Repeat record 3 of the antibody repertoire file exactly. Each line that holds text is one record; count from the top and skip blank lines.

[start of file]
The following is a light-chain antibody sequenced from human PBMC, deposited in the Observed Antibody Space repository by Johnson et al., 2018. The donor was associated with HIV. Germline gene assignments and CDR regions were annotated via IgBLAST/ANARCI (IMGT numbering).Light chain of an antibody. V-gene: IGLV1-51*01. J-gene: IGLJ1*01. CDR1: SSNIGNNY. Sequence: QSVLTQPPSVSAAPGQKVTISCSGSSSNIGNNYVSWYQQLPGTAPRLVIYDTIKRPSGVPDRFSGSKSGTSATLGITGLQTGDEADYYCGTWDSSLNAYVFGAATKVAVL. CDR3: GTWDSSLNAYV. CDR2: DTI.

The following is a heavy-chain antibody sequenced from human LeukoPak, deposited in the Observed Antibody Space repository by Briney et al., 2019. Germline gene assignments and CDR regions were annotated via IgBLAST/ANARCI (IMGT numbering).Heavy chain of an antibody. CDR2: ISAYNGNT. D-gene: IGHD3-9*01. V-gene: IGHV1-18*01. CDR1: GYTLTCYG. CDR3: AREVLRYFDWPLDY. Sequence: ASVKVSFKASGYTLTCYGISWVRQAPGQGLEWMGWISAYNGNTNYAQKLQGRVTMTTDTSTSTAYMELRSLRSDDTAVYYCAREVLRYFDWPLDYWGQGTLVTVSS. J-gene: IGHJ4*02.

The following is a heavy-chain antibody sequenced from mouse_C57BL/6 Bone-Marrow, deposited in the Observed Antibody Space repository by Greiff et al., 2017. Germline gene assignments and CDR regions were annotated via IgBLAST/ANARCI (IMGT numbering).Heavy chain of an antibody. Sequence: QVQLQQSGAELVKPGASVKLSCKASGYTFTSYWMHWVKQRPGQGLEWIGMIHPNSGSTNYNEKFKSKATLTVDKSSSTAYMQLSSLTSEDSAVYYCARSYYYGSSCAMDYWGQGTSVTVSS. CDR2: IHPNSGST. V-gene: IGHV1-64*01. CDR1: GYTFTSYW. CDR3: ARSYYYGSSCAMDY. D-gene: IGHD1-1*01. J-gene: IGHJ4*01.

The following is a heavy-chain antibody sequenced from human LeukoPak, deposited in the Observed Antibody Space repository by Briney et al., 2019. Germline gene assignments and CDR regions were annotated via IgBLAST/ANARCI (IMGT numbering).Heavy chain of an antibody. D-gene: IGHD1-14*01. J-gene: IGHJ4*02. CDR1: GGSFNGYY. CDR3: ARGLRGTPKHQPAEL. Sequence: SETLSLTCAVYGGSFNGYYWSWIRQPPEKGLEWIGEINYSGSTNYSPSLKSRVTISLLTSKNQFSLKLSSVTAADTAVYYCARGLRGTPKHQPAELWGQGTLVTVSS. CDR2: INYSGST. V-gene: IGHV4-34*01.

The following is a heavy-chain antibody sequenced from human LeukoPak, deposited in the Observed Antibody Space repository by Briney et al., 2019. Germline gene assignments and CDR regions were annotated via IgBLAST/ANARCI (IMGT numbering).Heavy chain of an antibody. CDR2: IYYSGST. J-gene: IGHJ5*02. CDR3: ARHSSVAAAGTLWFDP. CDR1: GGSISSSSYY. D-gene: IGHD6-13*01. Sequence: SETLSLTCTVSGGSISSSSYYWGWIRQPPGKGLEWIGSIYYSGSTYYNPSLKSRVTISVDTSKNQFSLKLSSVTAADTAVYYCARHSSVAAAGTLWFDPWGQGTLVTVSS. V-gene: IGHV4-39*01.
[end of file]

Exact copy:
The following is a heavy-chain antibody sequenced from mouse_C57BL/6 Bone-Marrow, deposited in the Observed Antibody Space repository by Greiff et al., 2017. Germline gene assignments and CDR regions were annotated via IgBLAST/ANARCI (IMGT numbering).Heavy chain of an antibody. Sequence: QVQLQQSGAELVKPGASVKLSCKASGYTFTSYWMHWVKQRPGQGLEWIGMIHPNSGSTNYNEKFKSKATLTVDKSSSTAYMQLSSLTSEDSAVYYCARSYYYGSSCAMDYWGQGTSVTVSS. CDR2: IHPNSGST. V-gene: IGHV1-64*01. CDR1: GYTFTSYW. CDR3: ARSYYYGSSCAMDY. D-gene: IGHD1-1*01. J-gene: IGHJ4*01.